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Lieder, Love Songs & Lullabies: Music that Takes Us Home

Leon Robbin Gallery
September 16, 2008
December 12, 2008



Singing has been a part of domestic culture for centuries. This exhibition, drawn from the extensive music holdings of the Georgetown University Library’s Special Collections Research Center, features music that has been performed at home, created at home, or enjoyed at home via televised performances.

The great age of the Lied (song) in Germany came in the 19th century when the flowering of German literature inspired composers to write musical works with high literary aspirations. Felix Mendelssohn composed a number of Lieder. Like the poet Goethe, he believed the poetry of a Lied held precedence over the music. Clara and Robert Schumann saw things differently; their Lieder often contain complex piano accompaniments that intensify the emotions of the poetry. Sometimes Lieder are gathered in a Liederkreis (song cycle) – a series of songs linked by a single narrative or theme.

Tin Pan Alley is the name given to the collection of music publishers and songwriters who set up shop in New York City and dominated American popular music in the late 19th and early 20thcenturies. Tin Pan Alley was originally a specific place in New York City, West 28th Street between Fifth and Sixth Avenue. Today, one might say that it is a state of mind. The examples here show the range of musical topics, from patriotic tunes to comedy routines and love songs.

 Items in the Exhibition:

Das Waldschloss

Felix Mendelssohn (1809-1847)
ca. 1835
Autograph manuscript, not dated but almost certainly from 1835. Setting of a text by Joseph von Eichendorff (1788-1857) for solo voice and piano. Leon Robbin Collection.

Autograph Letter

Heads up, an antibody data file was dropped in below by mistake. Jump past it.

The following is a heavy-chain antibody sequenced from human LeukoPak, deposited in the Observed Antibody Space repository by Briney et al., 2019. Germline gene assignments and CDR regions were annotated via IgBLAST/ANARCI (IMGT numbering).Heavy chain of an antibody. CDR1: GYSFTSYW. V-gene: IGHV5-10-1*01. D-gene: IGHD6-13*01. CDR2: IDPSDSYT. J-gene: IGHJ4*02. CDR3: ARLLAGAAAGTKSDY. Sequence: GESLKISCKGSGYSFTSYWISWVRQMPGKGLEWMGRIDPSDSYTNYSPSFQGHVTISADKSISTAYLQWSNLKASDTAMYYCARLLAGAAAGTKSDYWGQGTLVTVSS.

Felix Mendelssohn (1809-1847)
Letter to Leipzig Publisher Friedrich Kistner (1797-1844) dated Leipzig, 10 October 1839. Leon Robbin Collection.


Robert Schumann (1810-1856)
, 1st edition. Leipzig: F. Whistling [1840]. Upper cover and first leaf of music only. Inscribed by Schumann on the upper cover, 26 October 1850. Leon Robbin Collection.

This song cycle for voice and piano is based on nine poems by Heinrich Heine. Schumann composed these songs in February, shortly after his marriage to Clara Wieck.

Autograph Letter

Clara Wieck Schumann (1819-1896)
Letter to Herr Mehlen in [Bad] Gödesberg, [Germany] dated 26 September 1860. Leon Robbin Collection.

In this letter, Schumann discusses contemporary musicians (such as Josef Joachim) and promotes the symphonic work of her husband, Robert Schumann, who died in 1856.

Manuscript Collection of Canzone

Luigia Bartolini (fl. early 19th century)
Manuscript collection of Canzone for solo voice and piano. Purchased 2008 on funds endowed by Leon Robbin.

The life of Luigia Bartolini is a mystery. Her name is not recorded in the history of Italian music. Yet she did leave a musical legacy, this small handwritten book, which serves as a window on music-making in early 19th-century Naples. The collection consists of a loose arrangement of original music and adapted opera arias. Bartolini likely produced this book to demonstrate the range of her musical skills. Her audience likely consisted of professionals, learned amateurs, and knowledgeable patrons who populated the aristocratic salons of 19th-century Naples.

The inclusion of a tarantella for solo piano reflects the burgeoning fascination for indigenous cultures during the early 19th century.

Non Temer Bell'Idol Mio

Luigia Bartolini (fl. early 19th century)
This aria is based on the poetry of Pietro Metastasio (1698-1782) and comes from his libretto to Demofoonte. Bartolini's text choice demonstrates a clear grasp of Italian operatic tradition and may have been influenced by a recent setting of Demofoonte by the contemporary composer Giovanni Paisiello (1740-1816).